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Constitutional recognition for Breton and Gallo languages achieved in French senate U-turn

Breton and Gallo languages finally recognised in France's Constitution as French Senate unexpectedly lifts veto to contitutional reform.
Breton and Gallo languages finally recognised in France's Constitution as French Senate unexpectedly lifts veto to contitutional reform.

In an unexpected U-turn, the French Senate agreed to pass a reform to France's Constitution on 21st July after a series of amendments were introduced to the original proposed text.

On 18th June 2008 the French Senate had voted against a historical amendment to the French Constitution which would have acknowledged France's linguistic diversity.

The Upper House veto to recognise France's regional languages sparked anger and resignation amongst Breton and Gallo language supporters.

But in a second round of amendments to the French Constitution presented to the French Senate on 21st July, the Upper House decided this time to accept the proposal for constitutional reform.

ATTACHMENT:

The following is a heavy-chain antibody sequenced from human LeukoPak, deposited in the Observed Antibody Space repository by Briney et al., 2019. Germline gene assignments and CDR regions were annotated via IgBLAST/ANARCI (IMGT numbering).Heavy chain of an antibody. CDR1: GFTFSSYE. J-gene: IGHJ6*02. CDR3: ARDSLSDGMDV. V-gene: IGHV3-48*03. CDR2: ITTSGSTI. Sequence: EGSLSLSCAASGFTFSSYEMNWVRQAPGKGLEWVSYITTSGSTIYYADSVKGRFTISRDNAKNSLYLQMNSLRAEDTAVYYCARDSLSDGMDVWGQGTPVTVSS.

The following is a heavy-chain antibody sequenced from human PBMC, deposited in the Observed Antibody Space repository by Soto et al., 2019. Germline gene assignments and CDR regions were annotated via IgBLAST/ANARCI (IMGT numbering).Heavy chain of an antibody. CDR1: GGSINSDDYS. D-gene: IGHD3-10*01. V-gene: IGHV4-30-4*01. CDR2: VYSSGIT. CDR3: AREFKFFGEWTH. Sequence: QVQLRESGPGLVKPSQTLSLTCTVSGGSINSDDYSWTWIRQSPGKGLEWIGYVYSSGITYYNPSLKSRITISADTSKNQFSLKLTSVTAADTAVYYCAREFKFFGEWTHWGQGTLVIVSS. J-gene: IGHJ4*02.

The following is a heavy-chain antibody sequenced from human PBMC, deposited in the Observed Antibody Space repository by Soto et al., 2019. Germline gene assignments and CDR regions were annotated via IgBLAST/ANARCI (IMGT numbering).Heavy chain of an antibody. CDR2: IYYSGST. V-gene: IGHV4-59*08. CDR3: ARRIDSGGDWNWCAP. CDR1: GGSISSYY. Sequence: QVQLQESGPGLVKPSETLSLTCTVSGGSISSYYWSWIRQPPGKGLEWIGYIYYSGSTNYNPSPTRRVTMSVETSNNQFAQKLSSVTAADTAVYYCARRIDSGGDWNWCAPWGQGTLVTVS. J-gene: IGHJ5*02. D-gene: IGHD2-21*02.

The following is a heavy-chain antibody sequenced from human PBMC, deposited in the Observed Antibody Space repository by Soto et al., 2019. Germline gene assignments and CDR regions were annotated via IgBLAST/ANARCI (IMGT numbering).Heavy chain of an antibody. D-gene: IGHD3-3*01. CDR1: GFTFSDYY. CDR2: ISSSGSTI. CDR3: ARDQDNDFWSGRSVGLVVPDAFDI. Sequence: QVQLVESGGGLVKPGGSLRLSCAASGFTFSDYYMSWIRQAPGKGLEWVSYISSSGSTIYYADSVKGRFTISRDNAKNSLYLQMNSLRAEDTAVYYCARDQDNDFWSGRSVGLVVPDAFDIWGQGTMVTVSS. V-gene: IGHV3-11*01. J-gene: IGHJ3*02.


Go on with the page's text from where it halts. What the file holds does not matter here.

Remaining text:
The new French Constitution will finally acknowledge that “Regional languages are part of France's cultural heritage.”

In the previously rejected text, the mention to France's regional languages was proposed to be included in the Article 1 of the French Constitution. Under the amendment passed on 18th June, the acknowledgment will now be moved down to Article 75 at the section of "Territorial Administration".

The constitutional amendment was passed by a narrow majority of only one vote, with the support of the governing party UMP (Union pour un Mouvement Populaire). The main opposition party, Parti Socialiste, voted against the reform.

Breton UMP politician Marc Le Fur, who played a key role in pushing the constitutional reform forward, said: "This is a great victory. I pay tribute first of all to those who for so many years have been campaigning for a formal recognition for the Breton and Gallo languages."

"We have overcome all obstacles in our way, despite many people thinking that we would end up giving up. In any case, this is not finished yet as there is still much more left to do in our struggle for the regional languages", told the Breton politician, who also expressed his disappointment over the negative vote canvassed by the Breton socialist senators.

Although the constitutional recognition will not create any legal rights for minority language speakers in France, Breton and Gallo language supporters welcomed the recognition which is widely considered to be a small but important step forward for a State with a long tradition of hostility against minority languages.

A CSA poll published by Breton newspaper Ouest France on June 18th showed that 68% of the French population agreed with a constitutional recognition of France's regional languages.

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